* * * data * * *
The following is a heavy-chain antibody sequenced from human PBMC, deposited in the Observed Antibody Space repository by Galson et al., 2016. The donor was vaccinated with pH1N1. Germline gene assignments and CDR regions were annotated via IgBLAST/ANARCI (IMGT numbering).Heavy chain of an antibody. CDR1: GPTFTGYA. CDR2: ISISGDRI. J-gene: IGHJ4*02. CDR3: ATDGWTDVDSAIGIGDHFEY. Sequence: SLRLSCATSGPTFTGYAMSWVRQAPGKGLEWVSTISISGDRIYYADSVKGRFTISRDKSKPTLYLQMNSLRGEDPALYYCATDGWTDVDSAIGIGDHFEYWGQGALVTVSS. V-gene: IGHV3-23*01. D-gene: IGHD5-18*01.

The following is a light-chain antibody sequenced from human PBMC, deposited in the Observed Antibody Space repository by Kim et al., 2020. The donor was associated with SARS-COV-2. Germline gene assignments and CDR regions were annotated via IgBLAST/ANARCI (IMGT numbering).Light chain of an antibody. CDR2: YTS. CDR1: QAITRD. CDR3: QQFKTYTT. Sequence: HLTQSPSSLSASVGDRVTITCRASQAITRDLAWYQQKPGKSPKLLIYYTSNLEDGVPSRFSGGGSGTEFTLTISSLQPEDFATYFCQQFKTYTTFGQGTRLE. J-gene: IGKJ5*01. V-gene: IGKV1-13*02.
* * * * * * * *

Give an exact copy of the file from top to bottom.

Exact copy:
The following is a heavy-chain antibody sequenced from human PBMC, deposited in the Observed Antibody Space repository by Galson et al., 2016. The donor was vaccinated with pH1N1. Germline gene assignments and CDR regions were annotated via IgBLAST/ANARCI (IMGT numbering).Heavy chain of an antibody. CDR1: GPTFTGYA. CDR2: ISISGDRI. J-gene: IGHJ4*02. CDR3: ATDGWTDVDSAIGIGDHFEY. Sequence: SLRLSCATSGPTFTGYAMSWVRQAPGKGLEWVSTISISGDRIYYADSVKGRFTISRDKSKPTLYLQMNSLRGEDPALYYCATDGWTDVDSAIGIGDHFEYWGQGALVTVSS. V-gene: IGHV3-23*01. D-gene: IGHD5-18*01.

The following is a light-chain antibody sequenced from human PBMC, deposited in the Observed Antibody Space repository by Kim et al., 2020. The donor was associated with SARS-COV-2. Germline gene assignments and CDR regions were annotated via IgBLAST/ANARCI (IMGT numbering).Light chain of an antibody. CDR2: YTS. CDR1: QAITRD. CDR3: QQFKTYTT. Sequence: HLTQSPSSLSASVGDRVTITCRASQAITRDLAWYQQKPGKSPKLLIYYTSNLEDGVPSRFSGGGSGTEFTLTISSLQPEDFATYFCQQFKTYTTFGQGTRLE. J-gene: IGKJ5*01. V-gene: IGKV1-13*02.